On its surface, Mel Gibson’s Hacksaw Ridge looks like a fairly standard tale of heroism, and features a familiar Gibson’s hero: the man who must endure great violence in order to find grace. It happens at the end of Braveheart, it’s the sum of The Passion of the Christ, and it’s in parts of Apocalypto. And yet there’s something curious about the depiction of Private Desmond Doss and how his pacifism functions within the context of a war. While the film attempts to simplify his position to not even touch a gun let alone use one, the violence that not only surrounds Doss, but enables him to carry out his personal mission, makes Hacksaw Ridge a fascinating picture that doesn’t have a clear answer on what it means to be a non-combatant in the middle of combat.
Desmond Doss (Andrew Garfield) is a religious man who sees how the violence of World War I turned his father Tom (Hugo Weaving) into a mean drunk. When men are enlisting for World War II, Doss joins them, and at first he seems to be a welcome compliment to his company. However, when it comes time for weapons training, Doss explains that his religious beliefs (he’s a Seventh-day Adventist) don’t allow him to touch a gun. He believes that this isn’t in conflict with his mission, which is to work as a medic. “While everyone else is going to be taking life, I’m going to be saving it,” Doss says to his dutiful girlfriend Dorothy (Teresa Palmer). But the army takes issue with Doss’ position and wants to throw him out. There’s an entire court battle over whether or not Doss should be allowed to serve. When the army relents and allows Doss to engage in battle without a weapon, we cut forward to Okinawa where Doss heroically saves the lives of wounded soldiers.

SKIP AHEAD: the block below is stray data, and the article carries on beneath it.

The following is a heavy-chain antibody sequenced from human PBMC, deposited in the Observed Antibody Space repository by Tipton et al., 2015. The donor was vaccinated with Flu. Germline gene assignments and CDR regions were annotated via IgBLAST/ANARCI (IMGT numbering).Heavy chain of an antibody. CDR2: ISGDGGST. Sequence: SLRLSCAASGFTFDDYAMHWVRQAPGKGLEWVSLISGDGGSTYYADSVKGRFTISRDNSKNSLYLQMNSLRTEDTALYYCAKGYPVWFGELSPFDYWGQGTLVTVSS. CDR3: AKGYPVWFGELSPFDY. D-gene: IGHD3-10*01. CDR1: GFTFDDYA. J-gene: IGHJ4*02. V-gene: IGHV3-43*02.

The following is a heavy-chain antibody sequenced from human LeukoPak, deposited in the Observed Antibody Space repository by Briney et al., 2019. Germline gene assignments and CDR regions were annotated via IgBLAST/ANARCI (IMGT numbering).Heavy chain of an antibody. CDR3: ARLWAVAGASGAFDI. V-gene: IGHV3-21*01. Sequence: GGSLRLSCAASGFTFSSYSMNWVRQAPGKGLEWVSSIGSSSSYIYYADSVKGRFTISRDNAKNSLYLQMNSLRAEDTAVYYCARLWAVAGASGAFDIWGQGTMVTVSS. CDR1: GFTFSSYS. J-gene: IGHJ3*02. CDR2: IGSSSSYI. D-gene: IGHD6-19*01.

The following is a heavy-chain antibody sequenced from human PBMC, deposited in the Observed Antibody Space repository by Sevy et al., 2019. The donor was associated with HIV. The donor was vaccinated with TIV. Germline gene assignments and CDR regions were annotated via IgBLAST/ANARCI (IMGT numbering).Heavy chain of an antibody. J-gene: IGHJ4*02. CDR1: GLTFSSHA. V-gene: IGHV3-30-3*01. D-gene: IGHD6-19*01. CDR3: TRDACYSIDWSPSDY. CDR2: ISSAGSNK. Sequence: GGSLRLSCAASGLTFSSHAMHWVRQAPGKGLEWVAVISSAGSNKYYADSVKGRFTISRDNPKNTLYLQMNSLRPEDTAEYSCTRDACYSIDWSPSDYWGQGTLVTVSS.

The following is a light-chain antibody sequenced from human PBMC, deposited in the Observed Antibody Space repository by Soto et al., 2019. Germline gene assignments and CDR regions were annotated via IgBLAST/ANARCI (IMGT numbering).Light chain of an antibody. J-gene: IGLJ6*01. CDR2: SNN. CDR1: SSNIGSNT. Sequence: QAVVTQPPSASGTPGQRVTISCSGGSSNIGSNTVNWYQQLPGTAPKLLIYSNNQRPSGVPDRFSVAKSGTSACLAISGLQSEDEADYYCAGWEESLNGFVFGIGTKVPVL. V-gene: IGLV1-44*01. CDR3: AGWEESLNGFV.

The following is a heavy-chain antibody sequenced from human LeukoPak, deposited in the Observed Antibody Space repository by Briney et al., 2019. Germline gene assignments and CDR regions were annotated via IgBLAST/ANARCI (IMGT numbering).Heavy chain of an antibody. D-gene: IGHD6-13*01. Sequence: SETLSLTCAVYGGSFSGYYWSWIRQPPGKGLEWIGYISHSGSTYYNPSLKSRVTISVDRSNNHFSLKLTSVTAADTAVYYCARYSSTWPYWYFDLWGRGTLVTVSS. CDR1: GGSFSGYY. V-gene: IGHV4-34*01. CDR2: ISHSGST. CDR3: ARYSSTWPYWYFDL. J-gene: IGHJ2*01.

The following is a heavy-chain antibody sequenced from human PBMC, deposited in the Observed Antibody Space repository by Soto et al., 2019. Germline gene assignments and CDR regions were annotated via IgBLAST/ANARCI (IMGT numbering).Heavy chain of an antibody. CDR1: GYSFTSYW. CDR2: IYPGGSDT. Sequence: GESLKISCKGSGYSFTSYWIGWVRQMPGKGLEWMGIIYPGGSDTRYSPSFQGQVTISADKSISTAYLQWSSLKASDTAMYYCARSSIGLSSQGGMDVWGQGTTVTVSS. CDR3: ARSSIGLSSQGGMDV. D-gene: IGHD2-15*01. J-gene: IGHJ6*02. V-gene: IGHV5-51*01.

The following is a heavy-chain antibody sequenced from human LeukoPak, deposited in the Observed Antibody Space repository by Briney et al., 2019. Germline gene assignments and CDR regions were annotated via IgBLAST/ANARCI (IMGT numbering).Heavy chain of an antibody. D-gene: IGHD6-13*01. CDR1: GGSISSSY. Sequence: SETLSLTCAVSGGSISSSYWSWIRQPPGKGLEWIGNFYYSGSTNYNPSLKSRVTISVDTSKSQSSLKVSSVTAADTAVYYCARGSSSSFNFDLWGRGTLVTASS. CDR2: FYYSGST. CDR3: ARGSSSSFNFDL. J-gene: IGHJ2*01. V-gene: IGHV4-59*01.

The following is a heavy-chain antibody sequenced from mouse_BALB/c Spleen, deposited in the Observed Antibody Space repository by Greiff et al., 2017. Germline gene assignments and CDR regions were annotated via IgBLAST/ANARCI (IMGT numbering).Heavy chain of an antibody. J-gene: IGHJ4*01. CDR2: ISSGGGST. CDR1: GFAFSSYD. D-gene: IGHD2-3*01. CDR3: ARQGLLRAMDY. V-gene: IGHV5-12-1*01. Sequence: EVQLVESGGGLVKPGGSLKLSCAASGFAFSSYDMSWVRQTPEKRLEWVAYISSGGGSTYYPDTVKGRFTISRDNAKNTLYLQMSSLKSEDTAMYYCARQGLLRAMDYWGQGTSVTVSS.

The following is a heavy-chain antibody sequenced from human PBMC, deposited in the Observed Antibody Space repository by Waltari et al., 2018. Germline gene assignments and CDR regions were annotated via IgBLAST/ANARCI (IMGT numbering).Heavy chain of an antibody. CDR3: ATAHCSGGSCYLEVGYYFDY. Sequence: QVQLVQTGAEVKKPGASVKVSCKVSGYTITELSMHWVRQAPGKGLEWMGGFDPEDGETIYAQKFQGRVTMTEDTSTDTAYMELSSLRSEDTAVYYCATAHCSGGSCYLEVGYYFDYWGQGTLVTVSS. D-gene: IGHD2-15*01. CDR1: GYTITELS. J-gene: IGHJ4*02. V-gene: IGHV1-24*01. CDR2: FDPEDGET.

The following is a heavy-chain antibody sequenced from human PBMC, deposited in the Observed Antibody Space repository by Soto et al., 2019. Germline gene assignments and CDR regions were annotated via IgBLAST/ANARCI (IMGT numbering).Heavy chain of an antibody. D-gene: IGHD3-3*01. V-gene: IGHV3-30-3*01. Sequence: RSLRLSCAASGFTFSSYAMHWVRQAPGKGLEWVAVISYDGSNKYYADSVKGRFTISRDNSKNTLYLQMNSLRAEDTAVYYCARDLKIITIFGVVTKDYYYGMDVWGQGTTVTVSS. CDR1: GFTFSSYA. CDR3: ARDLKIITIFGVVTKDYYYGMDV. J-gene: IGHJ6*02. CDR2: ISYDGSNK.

Hacksaw Ridge never seems to pointedly question Doss’ heroism. If anything, it exalts him for staying true to his beliefs despite the hostility that rains down on him from his commanding officers, fellow soldiers, and later in the actual hellfire of war. Doss is held up as an exemplar of not only staying true to your beliefs, but also risking your freedom, dignity, and life for those beliefs. And in the larger scheme of fighting for American freedom, that’s rendered noble. It also doesn’t hurt that Garfield gives such a tender, endearing performance that firmly puts you on Doss’ side.
But we must consider the larger context of Doss’ actions. Now, if everyone acted like Doss, we wouldn’t have war, which would be nice. But Gibson doesn’t seem to think that fighting is unavoidable. He depicts it as hellish and horrific, and Hacksaw Ridge includes the most gory war scenes we’ve seen in a major film since Saving Private Ryan. There’s no rousing battle cry like in Braveheart; there’s only screaming and death, and yet Doss’ heroic actions are facilitated by the killing his fellow soldiers provide.
While Doss is a medic and his job doesn’t require him to kill, he requires others to kill in order to do his job. After one assault on the eponymous ridge, Doss says he’s going out to look for survivors and his sergeant (Vince Vaughn) tells him to bring along fellow soldier Smitty (Luke Bracey), and Smitty is required to kill any hostile Japanese forces because without Smitty, Doss would be killed. So it’s not so much that Doss is against killing or against war; he’s just against the terms of how he’s supposed to participate, and I can’t help but feel that Doss’ heroism, as astounding and commendable as it is, is also tinged with a little bit of selfishness.
Exploring the necessity and limitations of Doss’ beliefs make Hacksaw Ridge a richer film than if it’s just a hagiography. Someone can be both commendable and questionable, and while Gibson doesn’t necessarily seem to openly question Doss’ beliefs, he also doesn’t shy away from the necessity of violence either. Hacksaw Ridge isn’t a pacifist screed, but it shows Gibson’s evolving views of depicting violence in his movies. While he’s still coming back to the same theme about salvation being found in intense physical violence, Hacksaw Ridge recontextualizes it so that it’s not simply a story about absorbing or inflicting that violence. It’s caught somewhere in between, and that makes it a more human and rewarding story.